So, uh, what is the best way for our listeners to get in touch with you? Is there a certain website you want to direct everybody to or if they want to learn more, where’s the place that you would direct all of our listeners to go to today?

Yeah, absolutely. Thanks Craig. So it is AppSource and if they want they can get free quotes from us, which is outsource and you know if they want to reach out to me it is [email protected] and that is D R E. K.

well I, I can tell you this, I, I appreciate you taking the time to hop on today’s show and not outsourcing and not that it would be a bad idea to outsource your interview to somebody in the Philippines. But I appreciate you taking the time. I know you’re having a lot of success helping a lot of people and I do appreciate you for taking the time to educate our listeners and uh, I hope you have an incredible day, my friend.

No, thank you so much Graham. When you, when you get an oil tanker, let me know and we can help you.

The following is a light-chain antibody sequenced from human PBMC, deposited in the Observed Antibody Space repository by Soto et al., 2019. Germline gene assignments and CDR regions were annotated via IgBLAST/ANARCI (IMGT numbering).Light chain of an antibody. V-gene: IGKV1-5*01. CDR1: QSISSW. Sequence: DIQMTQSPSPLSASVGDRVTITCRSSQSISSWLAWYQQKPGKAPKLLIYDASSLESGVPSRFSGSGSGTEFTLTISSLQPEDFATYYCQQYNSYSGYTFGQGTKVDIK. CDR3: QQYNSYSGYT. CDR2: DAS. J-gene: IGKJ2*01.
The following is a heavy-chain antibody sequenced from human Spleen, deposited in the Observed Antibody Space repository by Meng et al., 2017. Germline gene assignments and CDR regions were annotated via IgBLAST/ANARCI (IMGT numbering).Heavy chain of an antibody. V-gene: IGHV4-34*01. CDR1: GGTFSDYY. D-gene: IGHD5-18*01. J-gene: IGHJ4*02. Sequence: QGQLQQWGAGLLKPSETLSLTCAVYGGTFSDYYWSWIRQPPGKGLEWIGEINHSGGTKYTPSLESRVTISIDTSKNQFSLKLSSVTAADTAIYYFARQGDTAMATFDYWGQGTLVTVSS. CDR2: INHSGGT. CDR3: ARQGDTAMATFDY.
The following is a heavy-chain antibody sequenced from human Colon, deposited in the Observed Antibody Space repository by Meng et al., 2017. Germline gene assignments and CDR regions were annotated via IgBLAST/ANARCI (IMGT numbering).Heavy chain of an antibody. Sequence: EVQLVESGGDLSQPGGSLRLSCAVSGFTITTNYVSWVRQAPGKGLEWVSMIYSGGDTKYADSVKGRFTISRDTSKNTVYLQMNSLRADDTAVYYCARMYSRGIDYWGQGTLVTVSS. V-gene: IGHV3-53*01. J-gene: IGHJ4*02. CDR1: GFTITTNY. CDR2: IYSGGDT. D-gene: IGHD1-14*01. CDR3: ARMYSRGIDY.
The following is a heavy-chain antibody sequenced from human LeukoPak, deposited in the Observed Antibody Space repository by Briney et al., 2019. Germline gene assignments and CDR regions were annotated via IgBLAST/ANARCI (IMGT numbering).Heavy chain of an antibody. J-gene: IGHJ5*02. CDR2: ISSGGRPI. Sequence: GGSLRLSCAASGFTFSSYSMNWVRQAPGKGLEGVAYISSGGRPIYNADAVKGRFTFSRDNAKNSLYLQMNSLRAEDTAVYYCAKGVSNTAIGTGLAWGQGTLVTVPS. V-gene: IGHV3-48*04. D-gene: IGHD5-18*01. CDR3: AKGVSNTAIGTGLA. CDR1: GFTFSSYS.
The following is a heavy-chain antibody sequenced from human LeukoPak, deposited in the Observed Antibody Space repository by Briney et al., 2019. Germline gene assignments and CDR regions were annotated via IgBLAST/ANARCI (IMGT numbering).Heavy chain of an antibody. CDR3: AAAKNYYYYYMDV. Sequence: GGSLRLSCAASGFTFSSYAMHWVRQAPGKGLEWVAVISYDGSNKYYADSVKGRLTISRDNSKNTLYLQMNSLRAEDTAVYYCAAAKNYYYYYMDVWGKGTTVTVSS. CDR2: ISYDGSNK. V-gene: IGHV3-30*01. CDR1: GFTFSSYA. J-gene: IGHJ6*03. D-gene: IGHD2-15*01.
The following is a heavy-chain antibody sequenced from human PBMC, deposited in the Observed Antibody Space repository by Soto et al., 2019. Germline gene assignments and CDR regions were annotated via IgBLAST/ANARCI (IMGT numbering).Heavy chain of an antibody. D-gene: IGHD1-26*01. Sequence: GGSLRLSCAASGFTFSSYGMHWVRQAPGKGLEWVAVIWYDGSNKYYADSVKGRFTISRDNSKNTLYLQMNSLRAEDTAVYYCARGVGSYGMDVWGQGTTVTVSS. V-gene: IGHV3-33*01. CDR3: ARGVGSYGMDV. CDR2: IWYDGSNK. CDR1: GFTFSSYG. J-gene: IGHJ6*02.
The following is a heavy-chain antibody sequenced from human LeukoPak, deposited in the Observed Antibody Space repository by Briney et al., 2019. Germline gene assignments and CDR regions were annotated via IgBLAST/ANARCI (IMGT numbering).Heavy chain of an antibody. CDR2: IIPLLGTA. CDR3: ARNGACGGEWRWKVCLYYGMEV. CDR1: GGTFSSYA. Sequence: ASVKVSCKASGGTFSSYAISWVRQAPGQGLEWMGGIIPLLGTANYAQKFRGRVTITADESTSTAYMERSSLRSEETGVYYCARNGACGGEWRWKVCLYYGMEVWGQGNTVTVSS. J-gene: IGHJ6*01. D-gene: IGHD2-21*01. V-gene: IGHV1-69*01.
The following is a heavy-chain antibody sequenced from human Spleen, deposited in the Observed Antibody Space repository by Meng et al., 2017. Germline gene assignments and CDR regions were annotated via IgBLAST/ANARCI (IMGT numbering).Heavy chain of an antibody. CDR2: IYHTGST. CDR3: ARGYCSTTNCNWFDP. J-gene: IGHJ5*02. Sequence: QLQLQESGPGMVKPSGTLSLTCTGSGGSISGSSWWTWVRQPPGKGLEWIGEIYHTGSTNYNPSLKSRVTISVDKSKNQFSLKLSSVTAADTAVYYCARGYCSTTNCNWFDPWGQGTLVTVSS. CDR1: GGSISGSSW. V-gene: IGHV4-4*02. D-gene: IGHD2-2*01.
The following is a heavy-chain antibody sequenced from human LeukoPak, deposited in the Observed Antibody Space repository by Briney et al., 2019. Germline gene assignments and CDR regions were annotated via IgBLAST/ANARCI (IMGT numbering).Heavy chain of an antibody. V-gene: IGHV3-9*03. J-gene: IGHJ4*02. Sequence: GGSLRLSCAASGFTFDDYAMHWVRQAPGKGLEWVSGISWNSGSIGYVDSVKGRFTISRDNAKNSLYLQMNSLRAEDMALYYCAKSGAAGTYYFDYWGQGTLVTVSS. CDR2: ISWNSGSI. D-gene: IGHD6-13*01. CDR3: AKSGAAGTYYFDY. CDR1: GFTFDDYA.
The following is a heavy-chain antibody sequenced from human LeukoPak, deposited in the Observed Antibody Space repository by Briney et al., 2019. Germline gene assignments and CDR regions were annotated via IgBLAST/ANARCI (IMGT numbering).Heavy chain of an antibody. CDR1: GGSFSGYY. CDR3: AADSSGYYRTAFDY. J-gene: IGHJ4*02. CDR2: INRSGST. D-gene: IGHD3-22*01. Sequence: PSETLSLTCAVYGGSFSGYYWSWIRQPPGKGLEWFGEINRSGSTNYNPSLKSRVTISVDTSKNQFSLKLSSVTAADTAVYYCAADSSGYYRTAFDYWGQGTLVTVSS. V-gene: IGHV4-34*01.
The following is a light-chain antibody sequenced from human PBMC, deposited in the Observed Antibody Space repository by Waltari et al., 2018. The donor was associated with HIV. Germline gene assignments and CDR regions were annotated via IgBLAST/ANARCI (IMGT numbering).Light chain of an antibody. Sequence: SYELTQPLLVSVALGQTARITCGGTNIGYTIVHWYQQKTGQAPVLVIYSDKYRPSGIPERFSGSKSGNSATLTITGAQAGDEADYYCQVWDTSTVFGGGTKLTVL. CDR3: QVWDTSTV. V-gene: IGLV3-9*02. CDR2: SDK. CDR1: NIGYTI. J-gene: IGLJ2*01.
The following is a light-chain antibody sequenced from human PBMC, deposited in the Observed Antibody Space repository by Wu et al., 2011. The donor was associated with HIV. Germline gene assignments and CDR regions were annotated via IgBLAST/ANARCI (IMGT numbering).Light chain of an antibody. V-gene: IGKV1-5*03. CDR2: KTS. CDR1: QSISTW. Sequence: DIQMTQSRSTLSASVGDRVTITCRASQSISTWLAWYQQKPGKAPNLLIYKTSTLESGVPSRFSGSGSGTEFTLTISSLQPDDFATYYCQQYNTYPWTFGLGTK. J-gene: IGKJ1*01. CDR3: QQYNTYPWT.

All right. That that’s a deal. Hey, you care. [inaudible]

now without any further ed do three

We launched our brokerage, our real estate brokerage eight months ago, and in that time we’ve gone from myself and one other agent to just this week we signed on our 16th agent. Um, we have been blessed with the fact that we, right now have just over 10 million in pending transactions. Three years ago, I never would have even imagined that I would be in this role that I’m in today building a business, having 16 agents, but I have to give credit where credit’s due. And clay and his team and the business coaching that they’ve offered us has been huge. It’s been instrumental in what we’re doing. Don’t ever limit your vision when you dream big, big things happen and if you need business coaching, do not hesitate to call them.